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For the Future: Estate and Tax Planning

Most people have heard of the dreaded estate tax; some even refer to it as the "death tax." Lawmakers often speak about repealing this tax. This issue will likely come up again for debate during the upcoming presidential election next year. With the recent tax season over, now would be a good time to focus on tax and estate planning that could mitigate the effects of federal tax consequences befalling your heirs. Call our office in St. George, Cedar City, or Kanab, or chat online with a representative here on our website to make an appointment to speak with our tax and estate planning attorney, Cameron Morby. In the meantime, you can read more about the politics involved with this issue by taking a look at this article: http://www.deseretnews.com/article/765671871/FACT-CHECK-Estate-tax-hits-fewer-than-1-percent-of-estates.html  

The time to plan for tomorrow is today

Let's face it, procrastination is part of the human condition. "Never put off until tomorrow what you can do the day after tomorrow," said one of America's greatest wits, Mark Twain. We prefer an enduring saying by Benjamin Franklin, however: "You may delay, but time will not."

It's certainly true that we all battle to one degree or another with procrastination, but when it comes to delaying (and then delaying again, and again) estate planning with your St. George attorney, it won't be you who pays in the end. It will be those who are left behind to try to tidy the mess and understand what you might have wanted them to do.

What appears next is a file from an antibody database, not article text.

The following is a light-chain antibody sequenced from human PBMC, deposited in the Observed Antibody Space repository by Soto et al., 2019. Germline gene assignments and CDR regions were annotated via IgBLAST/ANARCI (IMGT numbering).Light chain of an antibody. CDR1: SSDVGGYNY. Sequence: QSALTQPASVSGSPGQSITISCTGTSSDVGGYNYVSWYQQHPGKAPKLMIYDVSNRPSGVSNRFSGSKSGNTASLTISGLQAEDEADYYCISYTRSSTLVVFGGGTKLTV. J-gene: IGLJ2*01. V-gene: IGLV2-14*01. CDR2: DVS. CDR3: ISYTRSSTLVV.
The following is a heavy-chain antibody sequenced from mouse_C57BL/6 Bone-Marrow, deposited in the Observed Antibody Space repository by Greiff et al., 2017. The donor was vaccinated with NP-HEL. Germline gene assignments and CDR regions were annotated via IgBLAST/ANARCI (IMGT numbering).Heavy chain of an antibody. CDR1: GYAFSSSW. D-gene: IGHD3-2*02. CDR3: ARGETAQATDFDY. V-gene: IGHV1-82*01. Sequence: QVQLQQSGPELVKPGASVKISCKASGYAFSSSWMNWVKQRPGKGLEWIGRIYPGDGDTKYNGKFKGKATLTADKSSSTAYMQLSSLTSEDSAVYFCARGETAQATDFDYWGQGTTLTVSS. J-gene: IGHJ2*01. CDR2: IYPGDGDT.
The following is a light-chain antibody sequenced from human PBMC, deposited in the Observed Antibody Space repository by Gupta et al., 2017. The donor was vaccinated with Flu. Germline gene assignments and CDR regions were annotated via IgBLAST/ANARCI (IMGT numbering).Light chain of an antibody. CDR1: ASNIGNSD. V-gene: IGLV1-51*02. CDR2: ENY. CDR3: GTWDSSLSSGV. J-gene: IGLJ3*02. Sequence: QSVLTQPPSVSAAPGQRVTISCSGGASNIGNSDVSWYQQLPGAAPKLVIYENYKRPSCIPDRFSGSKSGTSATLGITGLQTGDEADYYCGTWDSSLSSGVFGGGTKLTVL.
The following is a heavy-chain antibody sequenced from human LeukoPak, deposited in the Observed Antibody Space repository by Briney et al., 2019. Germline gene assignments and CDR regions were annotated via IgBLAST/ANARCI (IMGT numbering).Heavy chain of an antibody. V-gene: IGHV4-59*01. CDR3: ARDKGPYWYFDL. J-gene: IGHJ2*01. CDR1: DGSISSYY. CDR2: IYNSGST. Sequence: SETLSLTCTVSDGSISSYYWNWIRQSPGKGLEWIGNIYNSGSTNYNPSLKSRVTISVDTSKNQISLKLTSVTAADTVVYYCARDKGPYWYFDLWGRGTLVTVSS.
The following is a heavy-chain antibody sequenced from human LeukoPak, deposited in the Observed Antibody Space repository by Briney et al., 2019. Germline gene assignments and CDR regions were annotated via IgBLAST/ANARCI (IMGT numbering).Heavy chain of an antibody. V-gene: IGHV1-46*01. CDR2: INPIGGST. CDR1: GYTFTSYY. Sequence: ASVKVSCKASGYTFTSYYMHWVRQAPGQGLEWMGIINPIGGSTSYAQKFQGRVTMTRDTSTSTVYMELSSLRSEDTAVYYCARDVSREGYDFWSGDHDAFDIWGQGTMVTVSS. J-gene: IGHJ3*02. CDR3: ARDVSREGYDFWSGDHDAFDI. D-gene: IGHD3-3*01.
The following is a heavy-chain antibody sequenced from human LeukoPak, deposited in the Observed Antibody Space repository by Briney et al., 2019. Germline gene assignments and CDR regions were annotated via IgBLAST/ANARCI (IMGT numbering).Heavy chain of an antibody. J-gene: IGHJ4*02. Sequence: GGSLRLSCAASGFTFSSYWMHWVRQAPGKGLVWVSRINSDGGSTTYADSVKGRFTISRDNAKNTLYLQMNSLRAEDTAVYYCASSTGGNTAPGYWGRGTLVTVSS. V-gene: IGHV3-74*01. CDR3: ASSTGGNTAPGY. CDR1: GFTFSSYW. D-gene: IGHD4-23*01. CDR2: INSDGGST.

A first step in forming the future

Before you sit down for an initial consultation with your St. George estate planning law firm, you might well be asked to fill out a form. The form is typically straightforward, seeking to get from you information about who you are, an overview of your assets, and most important, an idea of what you would like to do with those assets when you pass on.

In that way, when you and your attorney sit down to talk face-to-face, some of the preliminary fact-finding has been done and the two of you can begin to focus on your estate plan.

"I'm here to help"

The nine "most terrifying words in the English language," according to one of President Ronald Reagan's favorite jokes, were these: "I'm from the government and I'm here to help." The line never failed to get an appreciative laugh. Of course, few pointed out to the president that he, too, was from the government and was there to help.

When we recently looked at the U.S. Small Business Administration's website, we were reminded of the late president's humor. The site is a well-intentioned, neatly organized group of ideas, forms and information for those interested in launching a new business.

Utah commercial real estate surging

Over the last 10 years, Utah's commercial real estate has experienced above-average growth, experts say. Those same experts cite our perch atop Forbes' list of the best states in which to do business, as well as a number of economic indicators when they predict that Utah commercial real estate growth will continue for at least the next few years.